Usually, though, Stu wasn’t an ass. He was just a big galoot who tended to say and do the wrong things. Bull in a china shop, so they say, but he was only an awkward bull, never an angry one.

When we were out of high school and beginning to be adults, all three of us mostly talked about shallow stuff — sports, music, the Swedish Bikini Team, etc. With Leon, though, if the conversation went somewhere unexpected, he'd go there too, so Leon & I occasionally talked about politics and religion and the lack of meaning of life. Whenever we talked about such things, though, Stu had nothing to say. He'd sit quietly, maybe nod, until the topic came back to football or hamburgers.

We went camping for a week at a time, several times. We took a long driving vacation through Oregon and California. We had season tickets to the basketball team, so I sat next to Stu through 41 games a year, and never once did he offer an opinion on anything beyond sports and dames and what's for dinner.

In his 20s, he worked as a cab driver, but not for long. After three fender-benders in three months, he moved on to driving a tow truck. When that job didn’t work out, he worked in roofing for a while, which always worried me, because Stu was clumsy, so walking around on sloping roofs seemed like a bad idea — and he did slip a few times, but he never tumbled over the edge. Later he poured cement, cleaned city parks, and drove a delivery truck for a bakery. When I left in the early 1990s, he was sweeping up at a museum.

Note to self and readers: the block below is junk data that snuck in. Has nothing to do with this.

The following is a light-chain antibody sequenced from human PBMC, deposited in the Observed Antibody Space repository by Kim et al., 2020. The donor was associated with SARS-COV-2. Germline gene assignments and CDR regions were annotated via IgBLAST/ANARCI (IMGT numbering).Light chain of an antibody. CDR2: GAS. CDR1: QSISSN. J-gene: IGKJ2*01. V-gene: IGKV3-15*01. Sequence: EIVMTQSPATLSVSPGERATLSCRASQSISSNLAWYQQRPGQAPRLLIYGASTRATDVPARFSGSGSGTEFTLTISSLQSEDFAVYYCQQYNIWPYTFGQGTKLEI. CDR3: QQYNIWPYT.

Last time I visited Seattle, a few summers back, I spent time with Leon, catching up on all my years away. I didn’t see Stu, though. Nobody sees Stu.

Leon told me that Stu had gotten married, had two children, but it wasn’t a happy marriage. One night after an argument with his wife, Stu had stormed out of their house, and never returned.

He’s been gone for six years. The cops don’t know his whereabouts, his wife and kids don’t know, Leon doesn’t know, nobody knows. There have been no post cards, no phone calls. If he’s working anywhere under his real name he’d be easy to find, and I don’t think Stu has the underground expertise to get a false identity, so he’s probably dead.

Maybe he accidentally drove over a cliff and into the water, and the wreck has never been discovered. Maybe he was murdered, and the bad guys disposed of the corpus delicti. Maybe Stu committed suicide, and somehow his body has never been found.

When I didn't like my life, I ran away, moved to California and started over, and I could understand if Stu did something similar. There were years when my family didn’t know where I was, didn’t know whether I was alive or dead.

I was single when I left, though. I did not abandon a wife and kids. I could even understand dumping the wife, but not the children. That’s simply a scumbag thing to do, and it would be unforgivable, so, yeah, I prefer to think that Stu is dead.

Fart jokes and pickle chips forever, my old friend.



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  1. What he did on the ferry was assault.

    1. I am not a lawyer. It was a jackass thing to do, though.

  2. >In his 20s, he worked as a cab driver, but not for long. After three fender-benders in three months, he moved on to driving a tow truck.

    Re-reading this diary entry, cuz it was linked from today's - This line is fucking hilarious.

    1. You would've liked Stu. Nice guy, with a knack for usually doing or saying something he'd regret.